I know a fellow who spent a year of his life living on the streets of Philadelphia. Let’s call him “K”. K is now an executive, and a widely respected member of his profession. Sometimes when he tells his story to other people, he reaches in his mouth and takes out half of his teeth, just for effect.
When he does that, there is a dissonant effect. People look at him and wonder, what part of his story is correct? The part that is wearing a suit right in front of me, or the part that is taking his teeth out of his head, talking about being homeless?
I know another fellow (a friend of a friend, let’s call him “R”), who is living in his car right now. There are probably a lot of reasons for that. But none of them make his situation any easier. He spends some of his time in his run-down vehicle, and some of his time in a shelter in our county.
My hope is that R finds a miracle, and that someday he can tell a story like K does.
I am fascinated, and terrified, by hard luck stories.
My wife and I watched a performance many years ago, called “It’s Raining On My Furniture”. It was part of a benefit show, and someone who was well-known as a comedian did a very serious monologue from the perspective of a homeless person.
The monologue started with a normal fellow speaking to the crowd about normal things, and it evolved into a monologue about disappointments, betrayal, divorce, despair and finally homelessness.
I heard it almost 30 years ago. I won’t ever forget it.
I went to see Bruce Springsteen & The E Street Band on Sunday night. He played his album “The River” as part of the concert.
The River was a 20-song double album, released in 1980. At the time, the United States had fallen on really difficult economic times. The album is full of references to hard times, like “lately there ain’t much work, on account of the economy…”.
I watched an interview with Bruce Springsteen where he described the current situation as “the difference between the American Dream and the American Reality”. I knew exactly what he was talking about.
The American Dream is the idea that I should be able to stand on the shoulders of those who came before me, and achieve even greater things. And my children, and their children, should be able to stand on my shoulders and achieve even more than I did.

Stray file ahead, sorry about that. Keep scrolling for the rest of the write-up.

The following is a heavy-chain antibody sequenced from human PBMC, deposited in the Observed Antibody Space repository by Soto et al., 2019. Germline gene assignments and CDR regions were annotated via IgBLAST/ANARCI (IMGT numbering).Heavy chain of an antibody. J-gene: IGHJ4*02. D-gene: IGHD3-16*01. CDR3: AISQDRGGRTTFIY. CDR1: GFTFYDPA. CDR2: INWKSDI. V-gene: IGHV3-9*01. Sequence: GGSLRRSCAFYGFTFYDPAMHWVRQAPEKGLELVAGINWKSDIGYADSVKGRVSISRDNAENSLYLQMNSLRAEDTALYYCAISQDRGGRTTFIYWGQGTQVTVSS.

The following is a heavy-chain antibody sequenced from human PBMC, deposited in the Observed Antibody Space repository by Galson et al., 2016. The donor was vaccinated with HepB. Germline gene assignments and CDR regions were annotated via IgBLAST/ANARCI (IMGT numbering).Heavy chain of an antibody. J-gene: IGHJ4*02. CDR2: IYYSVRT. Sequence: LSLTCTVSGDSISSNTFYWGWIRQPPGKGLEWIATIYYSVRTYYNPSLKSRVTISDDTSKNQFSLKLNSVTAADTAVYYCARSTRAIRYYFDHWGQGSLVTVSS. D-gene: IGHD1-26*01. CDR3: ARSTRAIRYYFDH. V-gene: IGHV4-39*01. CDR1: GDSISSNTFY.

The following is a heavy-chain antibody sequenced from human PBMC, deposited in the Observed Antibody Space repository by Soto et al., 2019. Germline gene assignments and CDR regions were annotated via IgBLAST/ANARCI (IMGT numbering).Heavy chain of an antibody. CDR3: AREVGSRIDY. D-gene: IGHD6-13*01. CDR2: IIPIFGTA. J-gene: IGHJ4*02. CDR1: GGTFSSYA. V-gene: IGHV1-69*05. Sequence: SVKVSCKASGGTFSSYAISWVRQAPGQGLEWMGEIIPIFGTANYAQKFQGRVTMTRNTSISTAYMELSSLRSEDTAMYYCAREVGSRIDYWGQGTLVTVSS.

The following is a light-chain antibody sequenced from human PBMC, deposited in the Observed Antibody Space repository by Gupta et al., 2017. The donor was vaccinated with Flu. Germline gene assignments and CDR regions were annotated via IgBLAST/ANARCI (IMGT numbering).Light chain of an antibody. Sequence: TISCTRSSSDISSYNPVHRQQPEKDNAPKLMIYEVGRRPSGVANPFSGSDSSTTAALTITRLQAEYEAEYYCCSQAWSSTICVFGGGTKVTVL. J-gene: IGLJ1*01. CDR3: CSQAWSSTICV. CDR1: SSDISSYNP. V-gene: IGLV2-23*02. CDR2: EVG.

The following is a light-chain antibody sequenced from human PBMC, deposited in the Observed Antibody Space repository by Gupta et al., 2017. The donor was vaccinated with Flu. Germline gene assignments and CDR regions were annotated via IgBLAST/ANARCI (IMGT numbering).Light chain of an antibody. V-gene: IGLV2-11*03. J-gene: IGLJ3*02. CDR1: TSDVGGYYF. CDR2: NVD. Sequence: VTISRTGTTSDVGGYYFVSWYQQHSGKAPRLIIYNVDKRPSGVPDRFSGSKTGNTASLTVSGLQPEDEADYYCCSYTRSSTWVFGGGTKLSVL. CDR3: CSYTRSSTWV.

But not everyone gets to live the American Dream.
Why doesn’t everyone get to live the American Dream?
Someone I know likes to say “it’s complicated”. It is complicated. There are a lot of reasons. It would be easier if there was a simple formula for success, like “3X Effort + 2Y Education=American Dream”. My experience has been that a lot of achieving the American Dream seems to be about circumstance. That it is about being in the right place at the right time, about being born in the right family, in the right zip code, in the right year.
I have experienced a lot of the American Dream. But I don’t take much credit for it. My parents provided me the opportunity to receive a great education, and they shared countless other opportunities with me as well. I have been able to make a lot of mistakes, and I have received a lot of second chances. I’ve received more than my fair share.
So I don’t confuse all of that good luck with any virtue on my part.
There is a lyric in the song “The River”, about the loss of dreams. It goes:
“those things that seemed so important, they vanished right in the air, now I act like I don’t remember, and Mary acts like she doesn’t care”.
Later in the song, one of Springsteen’s most painful lyrics is “is a dream a lie, if it doesn’t come true, or is it something worse?”
So what do I do with all of this information? As best as I can, I try to share some help and hope with people who need it. My wife and I volunteer at a facility that provides transitional services to the homeless community in Philadelphia. We also work with a local non-profit organization in our community that helps people who have fallen on hard times to get back on their feet. Why do we do this? Maybe a story will help explain.
My friend “K” (who I wrote about earlier) did a really big favor for me one time. Really big. I thought it was epic. I asked him how I could repay him. I had a checkbook with me, and I was prepared to pay. K looked at me, and all he said was “Pass It On”.